All About GST in India
Given the passage of the Constitution (122nd) Amendment Bill, 2014 for Goods and Services Tax (GST) in the Lok Sabha on 6th May, 2015, the Government of India seems committed to replace all the indirect taxes levied on goods and services by the Centre and States and implement GST by 2016. With GST, it is anticipated that the tax base will be comprehensive, as virtually all goods and services will be taxable, with minimum exemptions.
GST the game changer: GST will be a game changing reform for Indian economy by developing a common Indian market and reducing the cascading effect of tax on the cost of goods and services. It will impact the Tax Structure, Tax Incidence, Tax Computation, Tax Payment, Compliance, Credit Utilization and Reporting leading to a complete overhaul of the current indirect tax system.
GST will have a far reaching impact on almost all the aspects of the business operations in the country, for instance, pricing of products and services; supply chain optimization; IT, accounting and tax compliance systems.
- Latest on GST
- The release of the Model GST Law is a laudable effort and is an important milestone in the GST journey. Find out more
- The Ministry of Finance has released the Model GST Bill in the public domain. Read more
- The Joint Committee has proposed common e-return for CGST, SGST, IGST and additional tax. Read more.
- Are you ready for the change?
GST would bring in significant change in doing business in India. Advocacy for best practices, gearing up for changes in processes, training teams and developing IT systems for being GST compliant are the key areas to be assessed.
- Time is of the essence
Government is committed to introduce GST by 2016 and the companies need to be GST compliant to be able to test system changes in time. Depending on the operating geographies, size and sector and the changes would be substantial and may require a proactive planning with a time bound action plan.
In order to prepare for the implementation of GST, the companies need to understand the GST policy development and its implications to scenario planning and preparing a transition roadmap.
- The Road Map ahead
- After the Select Committee submitted its report to the Rajya Sabha in the monsoon session, the Government awaits passage of the Bill in the Rajya Sabha in the winter session The passage in Rajya Sabha will require two-third majority.
- The Bill thereafter will be needed to be ratified by minimum of 15 States in their respective assemblies before the President can give its assent for its enactment.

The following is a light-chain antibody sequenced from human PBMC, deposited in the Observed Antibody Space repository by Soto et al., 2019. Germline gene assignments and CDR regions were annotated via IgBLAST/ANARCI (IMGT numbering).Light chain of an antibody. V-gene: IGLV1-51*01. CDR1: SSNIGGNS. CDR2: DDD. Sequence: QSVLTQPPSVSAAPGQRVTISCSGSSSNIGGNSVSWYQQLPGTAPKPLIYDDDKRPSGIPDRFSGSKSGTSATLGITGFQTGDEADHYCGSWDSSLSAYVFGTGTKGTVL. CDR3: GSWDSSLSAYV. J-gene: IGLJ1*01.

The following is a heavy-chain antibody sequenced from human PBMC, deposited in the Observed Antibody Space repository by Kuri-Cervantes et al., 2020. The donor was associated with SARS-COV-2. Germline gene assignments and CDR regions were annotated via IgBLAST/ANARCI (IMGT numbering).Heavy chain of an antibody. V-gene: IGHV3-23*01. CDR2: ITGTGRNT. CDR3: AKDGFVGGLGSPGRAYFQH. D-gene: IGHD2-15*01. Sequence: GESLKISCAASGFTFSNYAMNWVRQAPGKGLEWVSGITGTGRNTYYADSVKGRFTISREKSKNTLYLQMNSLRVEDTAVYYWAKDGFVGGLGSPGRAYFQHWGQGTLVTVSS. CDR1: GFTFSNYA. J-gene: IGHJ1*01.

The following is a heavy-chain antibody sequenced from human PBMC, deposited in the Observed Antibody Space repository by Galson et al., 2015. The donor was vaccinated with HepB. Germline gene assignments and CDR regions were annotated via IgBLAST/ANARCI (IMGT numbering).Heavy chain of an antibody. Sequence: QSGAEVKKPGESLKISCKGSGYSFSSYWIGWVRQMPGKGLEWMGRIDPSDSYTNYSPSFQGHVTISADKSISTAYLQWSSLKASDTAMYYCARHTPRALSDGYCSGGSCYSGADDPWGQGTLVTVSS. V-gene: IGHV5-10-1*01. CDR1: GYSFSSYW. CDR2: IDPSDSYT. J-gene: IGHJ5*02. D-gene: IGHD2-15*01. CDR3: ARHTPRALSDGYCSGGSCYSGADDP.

- GST Council consisting of representatives from the Centre as well as State will be formed within 60 days of the enactment of the Bill. The council will make recommendations to the Union and the States on model Goods & Service Tax laws, the rates including floor rates with bands of goods & service tax, the Place of Supply rules and any other matter relating to GST as the Council may decideReports of Joint Committee constituted by Empowered Committee of the State Finance Ministers on business processes of payment, registration refund and return under GST have been released and put in public domain for suggestions.
- The draft GST Law and Place of Supply Rules are expected to be framed and put in the public domain for comments.
- GST Network, an IT backbone of GST, which will facilitate online registration, tax payment and return filing will be launched.
- States will frame their respective GST Legislations to enable them to implement GST. It will be in line with the Central GST Legislation.
- Salient features of proposed Indian GST system
- The power to make laws in respect of supplies in the course of inter-State trade or commerce will be vested only in the Union government. States will have the right to levy GST on intra-State transactions including on services.
- Centre will levy IGST on inter-State supply of goods and services. Import of goods will be subject to basic customs duty and IGST.
- GST defined as any tax on supply of goods and services other than on alcohol for human consumption.